Even with hundreds of hours spent across decades of games, I’m always ready for another round of the Civilization franchise. I could’ve just finished 300 turns as Napoleon on the PC, but if you handed me a tablet and said, “Wanna play Civilization Revolutions 2?” I’d still make time for it. It’s the blessing and the curse of such an incredibly engrossing series, and it’s something I was ready to dive back into all over again when I got the opportunity to preview the upcoming Civilization VI hands on for several hours.
The first thing worth noting is that developer Firaxis has kept the game’s turn-based flow as fluid as you expect. The “one more turn” ethos is alive and well, and each time you cede control to the AI feels like a chance to see something new instead of a stopping point. What made Civilization VI flow even better was the way that building and tech advance in cleaner, more open ways. Charting your progress visually is much easier thanks to simpler tech trees, as well as a new unstacking approach to buildings. Instead of having the city centers include all your libraries, markets, or Wonders in the same tile, they now stretch to adjoining tiles on the hexagonal map. This allows for more customization when specializing how your civilization grows.
I chose Japan’s Hojo Tokimune as my leader, and the benefits were clear from the start, as were the previous bonuses that were either missing before or unexplained. Now I had a clear list of how I was working towards unlocking a new Great Person to add to my society, and the newly surfaced info showed me how Civics and Tech were now more connected. Building certain structures helped me on my way to discovering Masonry, or gave me bonuses to training. There was a bigger sense of interconnectedness on display.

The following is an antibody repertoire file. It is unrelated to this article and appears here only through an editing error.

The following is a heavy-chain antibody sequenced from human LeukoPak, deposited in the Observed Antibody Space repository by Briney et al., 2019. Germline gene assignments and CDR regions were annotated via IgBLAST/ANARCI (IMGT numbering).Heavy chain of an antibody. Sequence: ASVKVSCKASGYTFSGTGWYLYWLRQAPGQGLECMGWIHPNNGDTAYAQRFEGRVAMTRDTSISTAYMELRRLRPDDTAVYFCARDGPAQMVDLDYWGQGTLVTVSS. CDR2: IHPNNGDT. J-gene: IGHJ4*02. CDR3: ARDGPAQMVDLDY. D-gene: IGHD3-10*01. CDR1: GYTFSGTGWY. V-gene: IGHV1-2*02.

Meeting with the other civilizations had a fresh feel to it as well. Making deals with historical figures like Queen Elizabeth and Teddy Roosevelt was fun, particularly when their diplomatic request came with many more shifting variables. Instead of a simple yes or no, you could alter amounts of money or other resources to trade. And Firaxis promises deeper AI that will make competing civilizations work in more nuanced ways to beat you.
Civilization VI also expands the scope of the AI by bringing back City States, which are single-city civilizations that don’t compete against you for victory. I came across Jerusalem and Toronto in my time and took advantage of the new cultural options while I was there. Firaxis felt that Cultural victories had become too difficult in previous entries, so Civilization VI comes with new options for growing your society culturally. I took advantage of one of the earliest opportunities by quickly opening up trade routes with Toronto to gain both gold and cultural influence.
I was just getting used to the customizability and beginning to explore the shallower parts of the oceans when my time was up. Despite having what seemed like a lot of time (four hours), I hit turn 150 all too soon. I left Civilization VI impressed with the game and desperate for more ahead of the Oct. 21 release date. Until then, I suppose I’ll just reinstall an older Civ and make do. At least with those games, I won’t be cut off after just four hours.